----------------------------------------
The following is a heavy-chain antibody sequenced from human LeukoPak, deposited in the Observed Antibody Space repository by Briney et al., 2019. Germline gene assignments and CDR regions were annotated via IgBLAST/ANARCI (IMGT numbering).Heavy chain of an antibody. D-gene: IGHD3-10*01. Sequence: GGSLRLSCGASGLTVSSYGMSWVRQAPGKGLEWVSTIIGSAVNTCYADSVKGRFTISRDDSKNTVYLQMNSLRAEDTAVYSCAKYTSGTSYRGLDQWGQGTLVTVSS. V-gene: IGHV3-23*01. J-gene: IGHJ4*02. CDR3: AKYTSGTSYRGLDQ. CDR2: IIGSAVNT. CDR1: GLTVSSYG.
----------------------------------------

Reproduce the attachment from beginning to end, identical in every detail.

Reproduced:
The following is a heavy-chain antibody sequenced from human LeukoPak, deposited in the Observed Antibody Space repository by Briney et al., 2019. Germline gene assignments and CDR regions were annotated via IgBLAST/ANARCI (IMGT numbering).Heavy chain of an antibody. D-gene: IGHD3-10*01. Sequence: GGSLRLSCGASGLTVSSYGMSWVRQAPGKGLEWVSTIIGSAVNTCYADSVKGRFTISRDDSKNTVYLQMNSLRAEDTAVYSCAKYTSGTSYRGLDQWGQGTLVTVSS. V-gene: IGHV3-23*01. J-gene: IGHJ4*02. CDR3: AKYTSGTSYRGLDQ. CDR2: IIGSAVNT. CDR1: GLTVSSYG.